If you know me, you should know my answer already. I spent this year’s International Women’s Day basking in a glow of empowerment as women and men all over the world recognised the achievement’s of women and highlighted issues that still require further discussions and activism.
Just this weekend, Chimamanda ngozi adiche (One of my favourite writers) came under fire for her comments suggesting transgeneder women being different from biological women and the John Allan, Tesco’s Chairman claimed that white men are ”endangered” in executive boardrooms, which is ironic as Tesco’s executive board is made up of nine white men and three white women. Women in western countries are certainly seen as more equal than 50 years, but there are a number of countries across the world where women are still denied the same rights as males. For example, in Saudi Arabia women aren’t allowed to be out in public without a male guardian. However, progress is happening in the region with Saudi celebrating its first International Women’s Day this year, which featured speakers who called for an end to the country’s male guardianship system. In countries such as Mali and Somalia, FGM is still rife. In Chad, from the age of 11 girls are forced into arranged marriages with men much older than them.
However, as much as I educate myself about these global issues, I still don’t feel comfortable or informed enough to comment on these issues yet. I wouldn’t speak on behalf of LGBT or disabled women, so I won’t speak on behalf of women I have never met who live in countries I have never visited. I’ve identified three issues that have affected me, or women around me, in one of the most diverse and tolerant cities in the world. It’s completely western-centric. Hopefully, next year I will be bold enough to speak about wider issues.
- Street harassment is still very real
I’ve spoken a lot about street harassment in the past, but it is still a very real issue and one which affects women all over the world in varying degrees. A couple of weeks ago, I was stood outside my front door waiting for one of my friends to arrive at mine and two guys walked past. One of them started talking to me and without even asking my name or telling me his he told me to take his number. I wasn’t interested so said politely said ”No, thank you. I am alright” and he kept on telling to take his number so we could go for coffee. I kept on saying ”No, thank you” and he kept on pushing it, eventually telling me ”Just take it, out of respect!” I appreciate that for both men and women takes confidence to go up to a complete stranger and express interest/ask for their number. However, if that person isn’t interested you should simply accept their first ”No” and go on about your business. I don’t know about other women, but when a random guy approaches me and keeps pressuring me to talk to him or give him my number, immediately I’m starting to feel threatened which is something every woman can relate. Sadly, it seems when a women says ”No” it isn’t always seen as their final answer.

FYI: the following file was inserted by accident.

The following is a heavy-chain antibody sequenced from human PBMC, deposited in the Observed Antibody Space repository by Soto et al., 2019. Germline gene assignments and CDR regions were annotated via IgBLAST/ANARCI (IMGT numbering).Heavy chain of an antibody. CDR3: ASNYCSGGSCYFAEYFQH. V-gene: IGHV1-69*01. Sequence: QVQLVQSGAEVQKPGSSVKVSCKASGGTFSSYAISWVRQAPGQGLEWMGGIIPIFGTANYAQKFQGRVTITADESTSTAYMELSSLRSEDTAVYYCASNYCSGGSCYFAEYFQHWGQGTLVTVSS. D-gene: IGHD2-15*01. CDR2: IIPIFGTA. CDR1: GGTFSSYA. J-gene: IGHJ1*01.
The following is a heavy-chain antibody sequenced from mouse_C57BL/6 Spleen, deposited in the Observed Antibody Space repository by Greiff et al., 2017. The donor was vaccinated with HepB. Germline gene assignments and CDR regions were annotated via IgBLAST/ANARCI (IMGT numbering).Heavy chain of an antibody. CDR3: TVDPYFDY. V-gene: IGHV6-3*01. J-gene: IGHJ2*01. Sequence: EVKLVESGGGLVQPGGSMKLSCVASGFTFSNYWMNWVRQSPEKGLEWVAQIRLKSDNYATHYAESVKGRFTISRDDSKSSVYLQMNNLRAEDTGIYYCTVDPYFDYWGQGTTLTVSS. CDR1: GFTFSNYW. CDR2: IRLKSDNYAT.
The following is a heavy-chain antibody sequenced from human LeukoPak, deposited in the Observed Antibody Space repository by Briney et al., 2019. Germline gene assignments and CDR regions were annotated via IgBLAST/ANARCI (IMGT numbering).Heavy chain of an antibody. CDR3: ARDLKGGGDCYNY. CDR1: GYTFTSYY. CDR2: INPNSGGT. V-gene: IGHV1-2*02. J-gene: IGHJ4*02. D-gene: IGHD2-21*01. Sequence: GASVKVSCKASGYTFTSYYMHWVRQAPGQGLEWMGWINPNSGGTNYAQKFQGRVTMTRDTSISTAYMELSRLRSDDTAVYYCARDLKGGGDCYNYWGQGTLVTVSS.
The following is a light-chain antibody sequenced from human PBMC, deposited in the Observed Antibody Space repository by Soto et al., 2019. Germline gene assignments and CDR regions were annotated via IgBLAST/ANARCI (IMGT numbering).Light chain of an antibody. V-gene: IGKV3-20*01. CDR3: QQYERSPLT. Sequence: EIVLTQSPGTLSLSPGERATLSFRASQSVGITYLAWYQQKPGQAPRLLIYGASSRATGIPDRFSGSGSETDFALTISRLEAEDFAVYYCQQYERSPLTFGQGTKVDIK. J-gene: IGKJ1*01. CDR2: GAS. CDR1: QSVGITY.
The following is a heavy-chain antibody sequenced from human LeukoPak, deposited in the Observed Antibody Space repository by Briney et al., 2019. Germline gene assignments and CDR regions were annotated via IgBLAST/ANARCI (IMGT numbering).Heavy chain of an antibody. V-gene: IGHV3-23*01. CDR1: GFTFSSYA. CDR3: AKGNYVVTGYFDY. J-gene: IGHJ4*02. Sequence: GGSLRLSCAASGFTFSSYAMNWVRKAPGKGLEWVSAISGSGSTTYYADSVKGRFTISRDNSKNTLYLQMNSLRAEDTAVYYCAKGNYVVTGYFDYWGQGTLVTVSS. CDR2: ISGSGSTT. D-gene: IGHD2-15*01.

2) The 18 year commitment
I watched Bridget Jones’ Baby last weekend, and the part where she’s in the middle of giving birth and is screaming ”I changed my mind!!!” sticks in my mind. I don’t know if I want children, particularly in this political and economic climate. Children are at least an 18 year comittment and that scares me. Nobody can prepare you for motherhood and if you don’t like it you can’t take three year old James to the pub and tell him ”Look, this isn’t working out. I think we should go our separate ways”. However, despite the irrevocable changes children bring there is still a silent judgement passed on women decide they do not want children. Primarily, they are seen as selfish, abnormal or less of a woman. After all, it was only last year Andrea Leadsom said that Theresa May doesn’t have a real stake in the UK’s future as she doesn’t have children.
3) The three date rule
In the dating world, there’s the ”Three date rule” which is basically that it’s ok to sleep or take it past first base with someone. Talking to my heterosexual female friends who are actively dating, there’s a belief that the longer you wait to sleep with a guy the more he will respect you/he’s less likely to ghost you. I completely understand and support women’s decision to wait before sleeping with someone. However, it makes me sad that there’s still a fear surrounding sex and that if you sleep with someone too soon that you shouldn’t be surprised if you are ghosted. I personally believe that if someone ghosts you after having sex with you then he/she is not someone you want to be dating anyway. Sex is not a prize to be won, but unfortunately it is an age old belief that still plagues modern dating. I consistently tell my friends that you can sleep with someone on the first date or on the tenth and still get cut off. I’ve seen relationships develop from one night stands and people date for months without ever becoming exclusive. At lot of it boils down to chemistry and timing. I think when you meet someone, you can tell quite quickly whether someone truly likes you and whether it will go somewhere. The right person will still like you after you’ve had sex with him/her.